Nisple, who is now 65 years old, was born and raised in Appenzell Inner Rhodes but ventured outside the cantonal borders to study and work. She belongs to the first generation of Swiss women who were allowed to vote and get elected at a national level. However, in her home canton, she was unable to participate in political life until 1991. “It has already been 30 years, or shall I say ‘only’ 30 years?” Nisple said, as she throws her hands up in disbelief.  

After Appenzell Inner Rhodes’ all-male Landsgemeinde rejected the introduction of women voting rights for the third time in spring 1990, 100 signatures were collected, and a legal action was brought before the Federal Court in Lausanne. On November 26, 1990, the court agreed to overrule the canton. 

“I was very grateful for the Federal Court’s decision,” Nisple said. “Without this move, women might still not have the right to vote in our canton.”  

Opponents against granting women’s rights argued among other things the square was too small to include women. In a televised discussion one adversary claimed that the Landsgemeinde was for men what Mother’s Day was for women.  

Agathe Nisple has always been open about her support for women’s voting rights. “I remember my colleagues teasing us at our regular meetings down at the pub when I was young. They said women’s suffrage was unnecessary,” she remembered. “I have always met provocation with constructive explanations, but now I wonder whether this was the right thing to do?”. 

"It was not 'in' to be for women's suffrage - for women as well as men," says Agathe Nisple. swissinfo.ch

The Landsgemeinde 

At the beginning of the 19th century, eight Swiss cantons held open-air voting assemblies. The mountain region of Glarus and the rural canton Appenzell Inner Rhodes are the only two cantons that still follow this tradition. In neighbouring Appenzell Outer Rhodes, men voted in favour of female suffrage in 1989. This decision dented the confidence in the archetype of direct democracy among many male supporters and opponents of women's rights to such an extent that a majority voted for the abolition of this form of voting. 

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One Landsgemeinde for both sexes 

The premiere of women entering ‘the ring’ of the Landsgemeinde went smoothly, according to Nisple. “I was very surprised, but happy at the same time”. About a third of the 4,000 participants in the 1991 vote were women. But only one woman dared speak up. “Once you have a voice, you are exposed,” according to Nisple. “It’s exhausting to have a different opinion, but that’s part of the game.” Any argument on the podium can change the atmosphere and that’s why Nisple enjoys this democratic tradition to this day. 

People in the rest of Switzerland deem the Landsgemeinde as pre-modern. The assembly is tied to a certain place and time; those who are sick or out of town are excluded from the vote, while everyone can see what people vote for. Voting secrecy is considered a  precondition for a well-working democracy.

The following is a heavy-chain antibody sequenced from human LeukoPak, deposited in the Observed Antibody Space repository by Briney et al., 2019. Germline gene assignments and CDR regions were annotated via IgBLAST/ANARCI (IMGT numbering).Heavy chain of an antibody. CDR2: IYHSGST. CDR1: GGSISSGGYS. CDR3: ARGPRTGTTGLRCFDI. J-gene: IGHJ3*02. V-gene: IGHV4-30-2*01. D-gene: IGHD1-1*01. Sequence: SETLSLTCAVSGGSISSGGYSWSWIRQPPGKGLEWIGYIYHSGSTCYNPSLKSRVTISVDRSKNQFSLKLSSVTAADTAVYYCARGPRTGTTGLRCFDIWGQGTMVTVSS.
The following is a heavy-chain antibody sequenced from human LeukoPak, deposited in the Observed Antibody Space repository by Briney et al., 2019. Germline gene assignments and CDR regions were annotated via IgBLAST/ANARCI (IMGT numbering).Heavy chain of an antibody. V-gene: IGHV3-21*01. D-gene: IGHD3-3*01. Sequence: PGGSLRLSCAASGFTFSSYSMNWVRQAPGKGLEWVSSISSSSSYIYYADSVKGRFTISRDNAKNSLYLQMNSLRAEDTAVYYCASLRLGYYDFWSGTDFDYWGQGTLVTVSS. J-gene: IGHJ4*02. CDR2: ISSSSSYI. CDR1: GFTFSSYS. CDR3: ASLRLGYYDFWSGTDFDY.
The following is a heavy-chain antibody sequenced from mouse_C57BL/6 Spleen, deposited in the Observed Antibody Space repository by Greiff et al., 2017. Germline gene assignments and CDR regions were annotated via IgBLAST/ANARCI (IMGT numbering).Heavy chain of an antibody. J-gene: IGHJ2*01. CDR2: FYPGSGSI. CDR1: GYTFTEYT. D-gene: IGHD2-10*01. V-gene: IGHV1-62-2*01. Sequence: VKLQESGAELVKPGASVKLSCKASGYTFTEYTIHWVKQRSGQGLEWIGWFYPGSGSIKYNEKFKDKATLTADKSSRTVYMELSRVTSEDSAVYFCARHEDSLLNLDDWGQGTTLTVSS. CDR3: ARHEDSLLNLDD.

At the beginning of the 1990s, the women of Appenzell Inner Rhodes became more active and founded their first women’s association. Local women became judges and grand councilors. Ruth Metzler, one of the most famous women from the canton, become a Federal Councilor. But compared with the rest of Switzerland, women are still seriously underrepresented in the cantonal government where only 11 of the 50 members are women. 

Gerlinde Neff-Stäbler is a female member of the cantonal government. She remembers how she experienced the first voting event in the main square 30 years ago. “It was a Wednesday, and the old town was filled with smoke. Farmers, cattle farmers, millers and flour traders were sitting around smoking their pipes and cigarillos.”  

 “There were no women. I had just moved here from Stuttgart and was wondering what this male crowd was all about.” Neff-Stäbler initially came to eastern Switzerland to work as a nurse, but soon gave her job up to help her husband, originally from Appenzell, manage his dairy farm. 

"It was completely a crowd of men": Gerlinde Neff-Stebler. swissinfo.ch

Today she represents the farmers’ faction in the local parliament. “I am a reasonably calm person and not a vehement fighter,” she said. Compared to the debates in the national parliament, Neff-Stäbler says she is glad that the tone of voice in her local parliament is a lot friendlier. “ However, we also need women to get loud to push through their demands,” she said.  

“We can only hope that in the end we will have equal rights.”  

Just recently, a local man told her that he had not attended a Landsgemeinde since the introduction of voting rights for women. “Some men still refuse to accept it, while some women refuse to attend,” concluded Neff-Stäbler.

Ottilia Paky-Sutter – first pioneer 

Ottilia Paky-Sutter, from Appenzell, is a pioneer for women’s rights who lost her Swiss passport when she married an Austrian in 1947. The exclusion pushed the original Appenzeller and folk music star to become increasingly politicised. The Appenzell Landsgemeinde voted in favour of reinstating Swiss citizenship to her and her family in 1952 for the sum of CHF 2,500, which equals about CHF 12,000 in today’s value. The experience left her wounded for the rest of her life and turned her into a feisty advocate for women’s voting rights. At the end of the 1970s, Paky organised women’s assemblies that were attended by some 60 women.